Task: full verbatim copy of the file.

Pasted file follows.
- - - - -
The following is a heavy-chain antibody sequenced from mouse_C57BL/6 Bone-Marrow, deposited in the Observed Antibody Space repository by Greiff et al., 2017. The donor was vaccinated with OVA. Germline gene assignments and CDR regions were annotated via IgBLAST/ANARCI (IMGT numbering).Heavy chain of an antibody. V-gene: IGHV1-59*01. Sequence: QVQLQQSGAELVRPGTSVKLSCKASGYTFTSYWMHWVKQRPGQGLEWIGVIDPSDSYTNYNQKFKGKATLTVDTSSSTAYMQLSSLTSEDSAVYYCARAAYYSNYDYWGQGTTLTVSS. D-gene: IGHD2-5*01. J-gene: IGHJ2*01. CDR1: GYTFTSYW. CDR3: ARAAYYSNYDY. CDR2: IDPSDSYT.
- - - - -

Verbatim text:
The following is a heavy-chain antibody sequenced from mouse_C57BL/6 Bone-Marrow, deposited in the Observed Antibody Space repository by Greiff et al., 2017. The donor was vaccinated with OVA. Germline gene assignments and CDR regions were annotated via IgBLAST/ANARCI (IMGT numbering).Heavy chain of an antibody. V-gene: IGHV1-59*01. Sequence: QVQLQQSGAELVRPGTSVKLSCKASGYTFTSYWMHWVKQRPGQGLEWIGVIDPSDSYTNYNQKFKGKATLTVDTSSSTAYMQLSSLTSEDSAVYYCARAAYYSNYDYWGQGTTLTVSS. D-gene: IGHD2-5*01. J-gene: IGHJ2*01. CDR1: GYTFTSYW. CDR3: ARAAYYSNYDY. CDR2: IDPSDSYT.